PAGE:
By Olivia Alveshere
Spurred by audit recommendations and increasing numbers of special education students, Anoka-Hennepin administrators presented a proposal Feb. 13 to increase staffing by 20 full-time-equivalent positions next school year.
About 15 percent of Anoka-Hennepin students, more than 6,000, receive special education services in the district, and that number continues to grow.
In the last two years, the district is up 600 special education students, 250 in the last year, according to Cory McIntyre, executive director of student services.
The complexity of students’ needs is also on the rise, according to Cherie Peterson, special education director.
Ahead of the current 2016-2017 school year, the district added 16.5 FTEs as a short-term solution, seeking help from the University of Minnesota’s Center for Applied Research and Education Improvement to develop a more comprehensive, long-term vision for special education in Anoka-Hennepin.
Now more than halfway through the center’s yearlong audit of the program, administrators are comfortable moving ahead with staffing for next school year.
“The remaining audits are more programmatic in nature,” McIntyre said, adding that changes stemming from the audit will continue to be made over the next several years in phases.
One audit recommendation suggests the district adopt a workload staffing model, setting aside the caseload staffing model that has been used for years.
McIntyre called the caseload model “10 years past its prime.”
A new model would calculate required FTE by taking into account services to students across a building divided by the product of direct service by an individual teacher and average group size. Such a model would better consider the intensity and severity of students’ needs, according to McIntyre.
Switching to a workload staffing model calls for the addition of 3.35 FTEs.
Another audit recommendation pushes the district to provide full-time lead teachers at the elementary level. The staffing proposal calls for lead positions to expand into all 24 elementary schools to increase support.
The addition of 4.5 FTEs – two positions at 1 FTE and five at 0.5 FTE – would get the district closer to the ideal.
The audit indicates that providing training and support for special education teachers on the new Reading Wonders curriculum introduced this school year should be on the district’s to-do list.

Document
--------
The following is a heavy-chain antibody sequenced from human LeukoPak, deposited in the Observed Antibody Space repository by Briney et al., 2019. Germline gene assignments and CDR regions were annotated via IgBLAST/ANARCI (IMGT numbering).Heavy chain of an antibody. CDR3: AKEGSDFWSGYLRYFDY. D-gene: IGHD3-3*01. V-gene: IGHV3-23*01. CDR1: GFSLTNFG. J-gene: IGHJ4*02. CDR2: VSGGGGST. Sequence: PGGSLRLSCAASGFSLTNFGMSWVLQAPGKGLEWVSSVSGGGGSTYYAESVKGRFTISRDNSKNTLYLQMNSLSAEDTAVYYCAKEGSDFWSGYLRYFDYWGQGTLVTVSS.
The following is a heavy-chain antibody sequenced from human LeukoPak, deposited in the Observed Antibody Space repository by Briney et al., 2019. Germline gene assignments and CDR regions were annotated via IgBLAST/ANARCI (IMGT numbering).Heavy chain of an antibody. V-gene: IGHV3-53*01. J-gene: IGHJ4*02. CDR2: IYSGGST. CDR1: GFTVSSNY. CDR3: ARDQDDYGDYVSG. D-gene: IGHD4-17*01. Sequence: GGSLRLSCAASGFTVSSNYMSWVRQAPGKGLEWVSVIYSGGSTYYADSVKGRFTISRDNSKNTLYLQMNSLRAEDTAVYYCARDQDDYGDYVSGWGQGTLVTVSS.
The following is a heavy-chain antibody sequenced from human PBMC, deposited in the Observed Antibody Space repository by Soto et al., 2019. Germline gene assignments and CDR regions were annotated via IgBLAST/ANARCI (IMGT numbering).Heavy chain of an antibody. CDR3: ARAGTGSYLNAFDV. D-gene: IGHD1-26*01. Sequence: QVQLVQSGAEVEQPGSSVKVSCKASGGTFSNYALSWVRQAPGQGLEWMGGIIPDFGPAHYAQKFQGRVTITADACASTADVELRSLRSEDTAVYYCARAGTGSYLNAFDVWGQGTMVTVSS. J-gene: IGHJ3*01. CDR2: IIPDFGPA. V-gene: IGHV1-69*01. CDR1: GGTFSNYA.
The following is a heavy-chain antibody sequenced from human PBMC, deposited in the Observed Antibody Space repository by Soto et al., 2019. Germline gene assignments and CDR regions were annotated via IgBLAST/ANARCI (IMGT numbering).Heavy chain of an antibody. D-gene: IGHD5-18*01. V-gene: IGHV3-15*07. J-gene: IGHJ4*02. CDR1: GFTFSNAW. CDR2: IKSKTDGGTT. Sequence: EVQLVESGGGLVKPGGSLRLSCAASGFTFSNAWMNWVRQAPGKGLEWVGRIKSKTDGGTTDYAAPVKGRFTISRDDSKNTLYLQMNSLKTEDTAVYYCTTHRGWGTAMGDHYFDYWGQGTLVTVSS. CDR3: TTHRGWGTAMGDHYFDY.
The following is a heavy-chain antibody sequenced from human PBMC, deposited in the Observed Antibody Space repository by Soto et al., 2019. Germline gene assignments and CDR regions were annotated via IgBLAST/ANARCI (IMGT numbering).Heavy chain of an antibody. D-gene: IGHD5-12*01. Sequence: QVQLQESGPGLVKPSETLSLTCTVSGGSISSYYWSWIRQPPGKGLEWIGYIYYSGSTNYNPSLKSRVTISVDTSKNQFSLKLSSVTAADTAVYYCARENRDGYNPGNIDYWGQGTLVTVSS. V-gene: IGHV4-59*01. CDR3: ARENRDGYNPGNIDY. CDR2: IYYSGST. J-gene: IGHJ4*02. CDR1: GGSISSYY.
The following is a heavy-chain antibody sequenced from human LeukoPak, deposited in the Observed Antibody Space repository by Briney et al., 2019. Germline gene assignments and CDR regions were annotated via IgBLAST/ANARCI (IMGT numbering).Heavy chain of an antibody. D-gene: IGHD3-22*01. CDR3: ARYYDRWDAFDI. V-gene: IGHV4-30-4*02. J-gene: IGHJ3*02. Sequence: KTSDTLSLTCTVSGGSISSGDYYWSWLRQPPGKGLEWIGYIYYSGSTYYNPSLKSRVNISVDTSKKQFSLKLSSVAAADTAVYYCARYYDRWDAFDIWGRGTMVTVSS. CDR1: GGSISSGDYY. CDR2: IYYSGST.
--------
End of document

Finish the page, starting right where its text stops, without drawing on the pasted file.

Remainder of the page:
To support the expansion of reading interventions and further coaching, an additional FTE has been dedicated to hiring another teaching and learning specialist at the elementary level.
Furthermore, the district intends to revise its administrative structure as audit recommendations advised so that supervisors will all work out of school buildings, rather than the district office.
“We can increase availability; we can increase visibility,” McIntyre said.
Three new positions would be added to make the new administrative structure work, and an administrative intern would become a full supervisor.
To address increasing enrollment and new state-mandated caseload requirements specifically, eight FTEs are proposed.
Reallocating nearly three FTEs from the high school to elementary and middle school programs along with adding another two FTEs will support elementary and middle school center-based programming. Employing another occupational therapist and school nurse are included in plans, as are hiring two early childhood special education teachers and two teachers to work with 18- to 21-year-old students at Bridges.
The total cost is estimated to come in around $1.8 million. Funding is expected to come from special education reimbursement, medical assistance and an increase in special education funding under the new formula, according to Michelle Vargas, chief financial officer.
“It looks like a great plan,” Board Chairperson Tom Heidemann said.
Contact Olivia Alveshere at firstname.lastname@example.org